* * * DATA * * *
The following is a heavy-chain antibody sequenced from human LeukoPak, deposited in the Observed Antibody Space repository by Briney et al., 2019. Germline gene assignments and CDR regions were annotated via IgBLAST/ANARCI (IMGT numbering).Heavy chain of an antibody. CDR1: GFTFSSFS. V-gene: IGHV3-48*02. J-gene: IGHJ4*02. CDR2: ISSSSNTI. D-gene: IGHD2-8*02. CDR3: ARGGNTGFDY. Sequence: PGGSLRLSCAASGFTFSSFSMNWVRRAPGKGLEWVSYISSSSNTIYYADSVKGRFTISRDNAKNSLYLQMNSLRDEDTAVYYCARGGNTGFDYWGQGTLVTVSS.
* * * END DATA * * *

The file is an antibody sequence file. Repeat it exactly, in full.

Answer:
The following is a heavy-chain antibody sequenced from human LeukoPak, deposited in the Observed Antibody Space repository by Briney et al., 2019. Germline gene assignments and CDR regions were annotated via IgBLAST/ANARCI (IMGT numbering).Heavy chain of an antibody. CDR1: GFTFSSFS. V-gene: IGHV3-48*02. J-gene: IGHJ4*02. CDR2: ISSSSNTI. D-gene: IGHD2-8*02. CDR3: ARGGNTGFDY. Sequence: PGGSLRLSCAASGFTFSSFSMNWVRRAPGKGLEWVSYISSSSNTIYYADSVKGRFTISRDNAKNSLYLQMNSLRDEDTAVYYCARGGNTGFDYWGQGTLVTVSS.